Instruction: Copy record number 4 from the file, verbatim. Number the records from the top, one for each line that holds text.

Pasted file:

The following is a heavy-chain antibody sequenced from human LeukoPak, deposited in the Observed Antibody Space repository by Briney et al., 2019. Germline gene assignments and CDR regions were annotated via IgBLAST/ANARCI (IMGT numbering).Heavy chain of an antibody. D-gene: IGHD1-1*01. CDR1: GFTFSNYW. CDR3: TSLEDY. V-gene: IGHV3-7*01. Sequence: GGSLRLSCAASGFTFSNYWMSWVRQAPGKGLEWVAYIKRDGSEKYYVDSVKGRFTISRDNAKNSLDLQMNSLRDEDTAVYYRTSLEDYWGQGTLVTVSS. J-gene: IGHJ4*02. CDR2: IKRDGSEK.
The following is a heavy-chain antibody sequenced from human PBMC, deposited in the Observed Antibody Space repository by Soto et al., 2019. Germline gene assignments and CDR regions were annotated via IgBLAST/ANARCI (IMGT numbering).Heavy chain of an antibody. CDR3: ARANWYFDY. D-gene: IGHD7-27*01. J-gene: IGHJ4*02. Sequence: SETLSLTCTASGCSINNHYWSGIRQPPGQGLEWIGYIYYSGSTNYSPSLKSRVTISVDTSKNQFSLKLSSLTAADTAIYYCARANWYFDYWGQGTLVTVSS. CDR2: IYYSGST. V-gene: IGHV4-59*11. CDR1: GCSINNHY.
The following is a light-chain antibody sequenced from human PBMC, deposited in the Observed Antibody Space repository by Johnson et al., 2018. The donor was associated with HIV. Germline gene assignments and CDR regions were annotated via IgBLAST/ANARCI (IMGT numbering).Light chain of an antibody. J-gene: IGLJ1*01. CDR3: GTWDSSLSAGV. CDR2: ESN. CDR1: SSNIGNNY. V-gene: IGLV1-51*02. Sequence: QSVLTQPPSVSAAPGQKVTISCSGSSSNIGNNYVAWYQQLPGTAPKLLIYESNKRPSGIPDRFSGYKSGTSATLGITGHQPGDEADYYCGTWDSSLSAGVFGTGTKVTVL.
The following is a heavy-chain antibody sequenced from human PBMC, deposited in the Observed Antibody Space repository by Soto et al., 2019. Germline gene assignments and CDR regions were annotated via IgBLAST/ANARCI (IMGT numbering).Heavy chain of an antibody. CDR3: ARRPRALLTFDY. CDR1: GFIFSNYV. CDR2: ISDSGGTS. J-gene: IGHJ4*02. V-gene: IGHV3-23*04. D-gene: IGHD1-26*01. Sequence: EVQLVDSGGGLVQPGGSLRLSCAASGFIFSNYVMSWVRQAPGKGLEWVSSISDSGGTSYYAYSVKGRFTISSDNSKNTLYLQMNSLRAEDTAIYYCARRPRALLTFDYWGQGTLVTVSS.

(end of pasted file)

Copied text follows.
The following is a heavy-chain antibody sequenced from human PBMC, deposited in the Observed Antibody Space repository by Soto et al., 2019. Germline gene assignments and CDR regions were annotated via IgBLAST/ANARCI (IMGT numbering).Heavy chain of an antibody. CDR3: ARRPRALLTFDY. CDR1: GFIFSNYV. CDR2: ISDSGGTS. J-gene: IGHJ4*02. V-gene: IGHV3-23*04. D-gene: IGHD1-26*01. Sequence: EVQLVDSGGGLVQPGGSLRLSCAASGFIFSNYVMSWVRQAPGKGLEWVSSISDSGGTSYYAYSVKGRFTISSDNSKNTLYLQMNSLRAEDTAIYYCARRPRALLTFDYWGQGTLVTVSS.